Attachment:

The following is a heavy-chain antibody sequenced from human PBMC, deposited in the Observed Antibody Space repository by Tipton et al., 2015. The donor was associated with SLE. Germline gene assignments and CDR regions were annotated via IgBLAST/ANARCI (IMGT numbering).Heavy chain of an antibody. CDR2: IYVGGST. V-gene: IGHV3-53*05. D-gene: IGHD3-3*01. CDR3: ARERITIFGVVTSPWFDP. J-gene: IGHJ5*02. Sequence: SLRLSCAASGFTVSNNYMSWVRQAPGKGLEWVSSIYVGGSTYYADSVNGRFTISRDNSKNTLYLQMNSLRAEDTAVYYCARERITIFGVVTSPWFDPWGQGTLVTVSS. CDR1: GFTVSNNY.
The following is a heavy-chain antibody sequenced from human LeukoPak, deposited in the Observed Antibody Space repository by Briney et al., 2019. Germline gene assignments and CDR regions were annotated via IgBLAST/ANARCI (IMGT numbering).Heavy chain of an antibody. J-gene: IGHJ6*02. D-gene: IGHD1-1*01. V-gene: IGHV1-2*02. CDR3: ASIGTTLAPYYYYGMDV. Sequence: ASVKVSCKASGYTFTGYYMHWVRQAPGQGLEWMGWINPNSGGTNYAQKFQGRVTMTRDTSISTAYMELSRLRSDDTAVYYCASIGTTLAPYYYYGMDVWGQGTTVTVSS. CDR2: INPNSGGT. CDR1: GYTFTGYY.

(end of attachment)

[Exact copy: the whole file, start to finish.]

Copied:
The following is a heavy-chain antibody sequenced from human PBMC, deposited in the Observed Antibody Space repository by Tipton et al., 2015. The donor was associated with SLE. Germline gene assignments and CDR regions were annotated via IgBLAST/ANARCI (IMGT numbering).Heavy chain of an antibody. CDR2: IYVGGST. V-gene: IGHV3-53*05. D-gene: IGHD3-3*01. CDR3: ARERITIFGVVTSPWFDP. J-gene: IGHJ5*02. Sequence: SLRLSCAASGFTVSNNYMSWVRQAPGKGLEWVSSIYVGGSTYYADSVNGRFTISRDNSKNTLYLQMNSLRAEDTAVYYCARERITIFGVVTSPWFDPWGQGTLVTVSS. CDR1: GFTVSNNY.
The following is a heavy-chain antibody sequenced from human LeukoPak, deposited in the Observed Antibody Space repository by Briney et al., 2019. Germline gene assignments and CDR regions were annotated via IgBLAST/ANARCI (IMGT numbering).Heavy chain of an antibody. J-gene: IGHJ6*02. D-gene: IGHD1-1*01. V-gene: IGHV1-2*02. CDR3: ASIGTTLAPYYYYGMDV. Sequence: ASVKVSCKASGYTFTGYYMHWVRQAPGQGLEWMGWINPNSGGTNYAQKFQGRVTMTRDTSISTAYMELSRLRSDDTAVYYCASIGTTLAPYYYYGMDVWGQGTTVTVSS. CDR2: INPNSGGT. CDR1: GYTFTGYY.